How could I get diabetes while maintaining a healthy diet and lifestyle? Why did I get it this time and not with my first? Throughout this process, I learned that not only can GD affect anyone, regardless of how healthy you are or how much you exercise, but that appropriately pairing food and exercise to benefit your body, pregnant or not, can provide you with a better quality of life in general.
Quite frankly, not only did I not know much, I’m now embarrassed to say the little I did know was horribly inaccurate. I’m so extreme that when I failed my first glucose test I put myself on a Keto diet (not the right thing to do in hindsight, but at the time I was panicking). It seemed like it made sense. Carbs = sugar. GD has to do with your body not processing sugars well. Cutting out carbs seemed like the sensible quick solution. Then I failed the second glucose test. I begged my doctor for a retest and she explained to me, “We don’t do that. Lots of things in life fall into gray areas. This however, is black and white.”
I scanned the internet looking for resources, for stories of others who had been through this before me. The most helpful ones provided me with simple, memorable tips that were manageable to integrate into my everyday life as a mom to an active 1 year old, pregnant with my second child and the founder of this newly budding community and app, Bumpdate, in which I’m hugely committed to. My initial apprehension and fear of controlling my GD waned as I began to understand the mechanisms and science behind why this happens and how to manage it. Luckily, I was one of the fortunate ones to be able to get it under control with diet and exercise. I know some are not so lucky and have to go on medication and in more serious cases, insulin.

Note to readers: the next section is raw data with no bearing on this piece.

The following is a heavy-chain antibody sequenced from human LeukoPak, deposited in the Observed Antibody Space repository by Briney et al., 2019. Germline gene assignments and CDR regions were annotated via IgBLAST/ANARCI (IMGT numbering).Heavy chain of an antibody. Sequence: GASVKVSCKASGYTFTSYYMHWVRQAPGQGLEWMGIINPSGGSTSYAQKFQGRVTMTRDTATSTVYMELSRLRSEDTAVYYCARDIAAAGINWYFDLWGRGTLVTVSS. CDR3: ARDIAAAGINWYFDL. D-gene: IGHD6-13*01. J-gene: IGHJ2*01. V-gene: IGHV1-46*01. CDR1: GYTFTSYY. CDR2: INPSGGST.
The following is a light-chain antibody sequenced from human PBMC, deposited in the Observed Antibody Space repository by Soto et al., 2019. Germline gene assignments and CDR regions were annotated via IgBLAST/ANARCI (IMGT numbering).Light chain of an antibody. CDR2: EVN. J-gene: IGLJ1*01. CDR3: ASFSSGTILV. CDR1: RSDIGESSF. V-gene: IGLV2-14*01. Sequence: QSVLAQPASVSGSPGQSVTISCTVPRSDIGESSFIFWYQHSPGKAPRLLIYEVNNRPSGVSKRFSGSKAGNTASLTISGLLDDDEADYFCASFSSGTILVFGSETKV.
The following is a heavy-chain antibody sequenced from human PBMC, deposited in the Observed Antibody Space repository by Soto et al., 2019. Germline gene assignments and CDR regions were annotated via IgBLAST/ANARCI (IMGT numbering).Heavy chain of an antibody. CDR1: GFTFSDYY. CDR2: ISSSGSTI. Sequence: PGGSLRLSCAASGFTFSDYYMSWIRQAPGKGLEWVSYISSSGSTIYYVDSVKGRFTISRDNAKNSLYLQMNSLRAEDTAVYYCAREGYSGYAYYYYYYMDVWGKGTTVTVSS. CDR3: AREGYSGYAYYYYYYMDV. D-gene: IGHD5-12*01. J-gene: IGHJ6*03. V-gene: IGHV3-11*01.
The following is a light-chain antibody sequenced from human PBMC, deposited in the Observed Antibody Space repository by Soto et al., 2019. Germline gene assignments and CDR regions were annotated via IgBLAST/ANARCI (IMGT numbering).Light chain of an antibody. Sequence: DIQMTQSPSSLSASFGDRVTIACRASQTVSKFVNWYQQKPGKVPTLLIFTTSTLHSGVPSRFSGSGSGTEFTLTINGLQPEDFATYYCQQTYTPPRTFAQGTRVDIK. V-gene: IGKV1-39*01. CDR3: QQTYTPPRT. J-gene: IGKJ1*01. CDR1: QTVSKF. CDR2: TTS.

I was 30 weeks pregnant when I found out I had GD! That’s pretty far along. I started to wish I had this dietary knowledge earlier, even when I was TTC. I wondered if so many issues people endure during pregnancy could be “controlled” or “prevented” in a way through adjusted nutrition. There’s an unfortunate and common misconception that you are “eating for two” or that when you are pregnant you can “treat yourself” and have “whatever the baby wants” albeit donuts, pizza, fried food, ice-cream, etc. I’m not here to say any of those things are bad. Believe me, as I’m typing those words, I’d love nothing more than a bite out of each of those, but what I did learn was to moderate those foods, time appropriately when you have them, go for a brisk long walk after meals, and combine them appropriately with proteins, fats and fiber.
Considering the 4x daily finger pricks, the blood sugar crashes and surges, and the unwavering fatigue and nausea I felt for the first few months of my pregnancy, my diagnosis provided me with a way to feel better. Call it a blessing in disguise – an educational journey I otherwise never would have been on. I don’t know many people who would say they enjoy “dieting”, especially while pregnant! I think the hardest thing is to make smart food choices when you feel nauseous. I tried really hard to not look at it as a “diet”, but rather a lifestyle adjustment. Once I implemented a low carb, low sugar or in other words, a conscious carb, conscious sugar and high protein, high fat regimine, I started to feel like myself again. The clouds of exhaustion began to part and excitement grew as my due date approached. That result alone was enough to make my new and improved nutritional choices addicting.